On March 21, the sixth grade class traveled to the Humane Society of Charlotte. During the visit, students learned about all of the wonderful things this organization does to help animals in the community. They saw firsthand how the animals are sheltered, fed, and cared for on a daily basis. Most importantly, students learned what they can do to help make a difference in these defenseless animals' lives. The animals at the Humane Society are in need of a second chance, and our Woodlawn sixth graders are always looking for ways to help. The class collected donations over the recent months and presented the funds during the visit. A couple of students even returned to the shelter looking to adopt a new member of their family.
Contributed by Catherine Packard
MS Blazer Buzz 31 March
This week's highlight: Honoring a Generation Through Photographs and Stories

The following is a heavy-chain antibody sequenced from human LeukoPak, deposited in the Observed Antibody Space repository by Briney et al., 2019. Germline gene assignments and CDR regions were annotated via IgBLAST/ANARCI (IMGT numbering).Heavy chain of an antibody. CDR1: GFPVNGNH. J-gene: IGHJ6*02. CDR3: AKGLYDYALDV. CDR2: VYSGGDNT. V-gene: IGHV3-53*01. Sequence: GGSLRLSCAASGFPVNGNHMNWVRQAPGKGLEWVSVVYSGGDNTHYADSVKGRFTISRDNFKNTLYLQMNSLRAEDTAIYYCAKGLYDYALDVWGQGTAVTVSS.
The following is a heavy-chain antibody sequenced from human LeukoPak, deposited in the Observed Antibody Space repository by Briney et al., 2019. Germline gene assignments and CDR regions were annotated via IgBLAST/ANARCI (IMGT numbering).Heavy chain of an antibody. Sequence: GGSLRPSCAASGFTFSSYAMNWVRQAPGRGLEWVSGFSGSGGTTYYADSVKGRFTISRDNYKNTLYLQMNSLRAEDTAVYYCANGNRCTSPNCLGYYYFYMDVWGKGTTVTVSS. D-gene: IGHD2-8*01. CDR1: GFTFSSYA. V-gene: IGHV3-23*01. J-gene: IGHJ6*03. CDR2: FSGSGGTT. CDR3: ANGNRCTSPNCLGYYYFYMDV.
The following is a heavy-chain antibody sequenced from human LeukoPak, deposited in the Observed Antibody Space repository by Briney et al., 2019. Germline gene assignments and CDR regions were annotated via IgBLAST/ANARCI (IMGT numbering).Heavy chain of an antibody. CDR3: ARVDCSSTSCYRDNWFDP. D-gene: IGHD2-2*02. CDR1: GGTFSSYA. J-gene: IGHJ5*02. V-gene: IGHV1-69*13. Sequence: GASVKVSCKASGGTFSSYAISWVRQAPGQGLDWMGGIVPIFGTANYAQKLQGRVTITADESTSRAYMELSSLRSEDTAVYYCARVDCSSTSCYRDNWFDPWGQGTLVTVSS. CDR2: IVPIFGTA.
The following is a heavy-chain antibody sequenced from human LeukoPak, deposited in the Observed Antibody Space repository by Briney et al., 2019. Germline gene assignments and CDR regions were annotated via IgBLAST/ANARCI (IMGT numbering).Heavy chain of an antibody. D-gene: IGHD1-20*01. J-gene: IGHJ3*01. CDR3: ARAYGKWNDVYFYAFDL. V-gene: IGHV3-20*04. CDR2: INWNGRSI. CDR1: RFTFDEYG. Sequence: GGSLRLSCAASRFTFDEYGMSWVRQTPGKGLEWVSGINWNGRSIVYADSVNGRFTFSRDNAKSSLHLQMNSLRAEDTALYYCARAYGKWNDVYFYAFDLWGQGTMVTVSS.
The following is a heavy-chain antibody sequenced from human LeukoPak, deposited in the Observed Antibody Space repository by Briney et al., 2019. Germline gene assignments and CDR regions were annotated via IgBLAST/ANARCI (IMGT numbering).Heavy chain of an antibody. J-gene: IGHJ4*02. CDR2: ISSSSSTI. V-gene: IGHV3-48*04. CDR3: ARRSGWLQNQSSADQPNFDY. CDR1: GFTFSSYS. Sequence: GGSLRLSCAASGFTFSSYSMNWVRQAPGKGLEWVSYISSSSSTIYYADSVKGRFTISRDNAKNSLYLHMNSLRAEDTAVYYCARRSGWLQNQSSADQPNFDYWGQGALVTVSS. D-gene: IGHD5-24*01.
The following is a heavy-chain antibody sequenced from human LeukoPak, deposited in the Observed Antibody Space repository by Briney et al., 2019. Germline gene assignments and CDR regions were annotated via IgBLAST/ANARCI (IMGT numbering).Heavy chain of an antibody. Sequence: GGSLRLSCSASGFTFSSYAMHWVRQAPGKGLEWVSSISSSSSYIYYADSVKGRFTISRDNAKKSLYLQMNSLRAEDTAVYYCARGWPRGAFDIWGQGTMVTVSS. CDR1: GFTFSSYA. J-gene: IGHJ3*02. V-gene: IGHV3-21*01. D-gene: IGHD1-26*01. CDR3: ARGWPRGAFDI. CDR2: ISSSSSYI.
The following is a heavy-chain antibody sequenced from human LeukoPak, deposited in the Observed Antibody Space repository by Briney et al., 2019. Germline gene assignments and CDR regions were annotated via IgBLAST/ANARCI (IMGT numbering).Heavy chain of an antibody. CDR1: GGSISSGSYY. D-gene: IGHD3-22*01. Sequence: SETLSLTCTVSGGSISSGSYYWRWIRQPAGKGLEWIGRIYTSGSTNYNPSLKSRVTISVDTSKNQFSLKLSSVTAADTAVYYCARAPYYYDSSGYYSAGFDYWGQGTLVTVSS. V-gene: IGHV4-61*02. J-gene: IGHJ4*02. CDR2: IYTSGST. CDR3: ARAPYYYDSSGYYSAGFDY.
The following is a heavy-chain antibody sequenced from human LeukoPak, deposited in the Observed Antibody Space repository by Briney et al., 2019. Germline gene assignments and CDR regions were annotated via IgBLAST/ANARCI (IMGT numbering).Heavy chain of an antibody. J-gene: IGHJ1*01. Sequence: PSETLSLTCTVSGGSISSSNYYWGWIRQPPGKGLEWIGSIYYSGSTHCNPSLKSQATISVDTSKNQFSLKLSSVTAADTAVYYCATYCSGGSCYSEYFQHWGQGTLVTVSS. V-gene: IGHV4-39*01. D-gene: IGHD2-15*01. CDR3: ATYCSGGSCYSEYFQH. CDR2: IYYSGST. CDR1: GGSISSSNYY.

The eighth grade students are honoring older adults through photographs and stories in a service learning and visual arts integrated exhibition. Through their service learning partnership with the Brian Center, a center for health and rehabilitation in Mooresville, the students are gaining an understanding of the roles cast upon the aging in our society. They are evaluating the misconceptions and labels that are often tagged to the elderly and what our view of the elderly implies about our society. In art class, the students have been studying the history of photography and ways to capture the spirit and character of a person through a photographic portrait. The eighth graders hope this exhibition will help others recognize the contributions of older adults, convey our mutual dependence, and affect social change, as well as bring younger and older adults together. We encourage the Woodlawn community to contribute their photos and stories that honor the older adults in their lives. View and take part in the exhibition that will be part of Woodlawn's Bridging Generations day on Friday, April 4.